This ‘breaking’ of the Plan arises through the person of the Mule, an individual who manages to conquer a large section of the Galaxy previously under Foundation control through the use of his psionic powers. Since the Mule is an individual, not a large collection of individuals, there is no way that Seldon’s psychohistorical calculations could have predicted his existence or accounted for his actions. It is dramatically revealed that the course of history has deviated from Seldon’s predictions, the Plan is in ruins, the Foundation has failed…but wait! Didn’t Seldon mention something about a Second Foundation once? Maybe they can save us! If only we can reach them before the Mule does…!
It should be noted that The Mule, on its own, won a Retro Hugo – while the Hugo Awards didn’t exist in 1946, the year in which it would have been eligible, voters in 1996 retrospectively awarded it the Award for Best Novel. Find more about Retro Hugos here.
The Mule was the first story where I found myself almost enjoying the Foundation-verse. An actual plot! Real conflict! A female character who wasn’t a one-line nagging wife of the imperial warlord du jour! Be still, my beating heart. (BAYTA LET ME LOVE YOUUUUU) Did I guess most of the Big Reveals before they were revealed? Sure. Still, it was actually somewhat engaging, and I got a huge kick out of the fact that Bayta got to save the day in a story written in 1945.
After The Mule, I went into Second Foundation almost hoping to not be bored out of my skull.
…yeahhh, that was overly optimistic.
Second Foundation picks up where Foundation and Empire left off, telling the story of the search for the Second Foundation by the Mule (part 1) and by the First Foundation (part 2). I’m not going to go into details on the first part, because I honestly don’t remember it beyond what I’ve come to recognize as the Foundation Formula. It goes something like this:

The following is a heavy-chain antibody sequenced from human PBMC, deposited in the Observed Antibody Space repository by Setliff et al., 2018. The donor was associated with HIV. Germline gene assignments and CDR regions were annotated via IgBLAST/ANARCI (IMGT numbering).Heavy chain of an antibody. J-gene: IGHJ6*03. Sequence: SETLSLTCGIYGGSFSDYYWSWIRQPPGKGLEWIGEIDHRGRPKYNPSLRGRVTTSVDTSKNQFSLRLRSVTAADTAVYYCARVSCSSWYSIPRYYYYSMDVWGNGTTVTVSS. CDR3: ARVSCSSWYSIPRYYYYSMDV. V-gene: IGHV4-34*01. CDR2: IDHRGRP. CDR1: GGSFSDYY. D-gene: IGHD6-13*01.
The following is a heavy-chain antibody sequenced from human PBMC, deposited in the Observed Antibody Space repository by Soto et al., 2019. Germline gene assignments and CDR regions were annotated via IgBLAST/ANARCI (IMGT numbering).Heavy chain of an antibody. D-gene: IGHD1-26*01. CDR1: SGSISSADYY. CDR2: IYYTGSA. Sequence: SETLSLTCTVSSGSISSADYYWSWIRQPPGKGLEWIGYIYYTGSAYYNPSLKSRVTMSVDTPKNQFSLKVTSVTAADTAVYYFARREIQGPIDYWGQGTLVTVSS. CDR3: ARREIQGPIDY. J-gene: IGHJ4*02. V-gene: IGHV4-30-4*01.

(some stuff happens, probably offscreen)
(the major players wind up in the same room)
Character 1: Ha haha ha! Allow me to explain you a thing! (spends pages explaining the thing)
Character 2: Ha haha ha! A clever explanation, but wrong! Allow me to explain you a thing!! (even more pages devoted to explaining the thing)
Character 3 (optional): Ha haha ha! And yet you are wrong! Now I shall explain a thing to both of you! (have you guessed? SUCH PAGES. VERY EXPLANATION. WOW)
The Foundation Formula of all of the books, but it definitely gets worse with time. Ye gods.
The second part of the book was a little better, in part due to the presence of Arkady Darell (granddaughter to the fabulous Bayta). While the depiction of her as a plucky but foolish teen girl is grating, she’s also no dummy, and she encounters a cast of suitably colorful characters on her little expedition around the galaxy. Of course there is the Boring White Man Brigade back on Terminus to wrap up the whole story in the requisite escalating monologues, but the story was almost not painful. I have to admit that the twist at the very end was something I did not see coming and actually made me laugh in delight, so there’s that.
But oh, dear gods, the monologuing.
I still really don’t get why these books are classics, but at least now I can say that I’ve read them. Is that a silver lining? It doesn’t feel very shiny. I’ve read them so you don’t have to? Not much better. I only have to read one more book before I’m done with this nonsense? Now there’s a sentiment I can get behind.
Next week we actually get to talk about a Hugo-winner. This one has at least three decades on the mess of the original trilogy, so one can only hope that Asimov improved in that time. Please, for the sake of my sanity, let him have improved…